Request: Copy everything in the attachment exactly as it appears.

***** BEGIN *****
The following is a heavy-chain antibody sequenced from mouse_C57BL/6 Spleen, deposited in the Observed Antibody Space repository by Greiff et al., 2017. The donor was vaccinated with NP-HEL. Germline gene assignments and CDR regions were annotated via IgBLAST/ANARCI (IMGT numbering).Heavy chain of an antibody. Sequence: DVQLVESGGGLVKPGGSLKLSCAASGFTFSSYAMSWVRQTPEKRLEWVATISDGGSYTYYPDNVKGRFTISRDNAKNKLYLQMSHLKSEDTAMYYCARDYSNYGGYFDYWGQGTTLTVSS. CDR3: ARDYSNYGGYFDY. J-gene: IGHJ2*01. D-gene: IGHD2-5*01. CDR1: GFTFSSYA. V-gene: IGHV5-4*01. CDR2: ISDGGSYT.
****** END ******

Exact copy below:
The following is a heavy-chain antibody sequenced from mouse_C57BL/6 Spleen, deposited in the Observed Antibody Space repository by Greiff et al., 2017. The donor was vaccinated with NP-HEL. Germline gene assignments and CDR regions were annotated via IgBLAST/ANARCI (IMGT numbering).Heavy chain of an antibody. Sequence: DVQLVESGGGLVKPGGSLKLSCAASGFTFSSYAMSWVRQTPEKRLEWVATISDGGSYTYYPDNVKGRFTISRDNAKNKLYLQMSHLKSEDTAMYYCARDYSNYGGYFDYWGQGTTLTVSS. CDR3: ARDYSNYGGYFDY. J-gene: IGHJ2*01. D-gene: IGHD2-5*01. CDR1: GFTFSSYA. V-gene: IGHV5-4*01. CDR2: ISDGGSYT.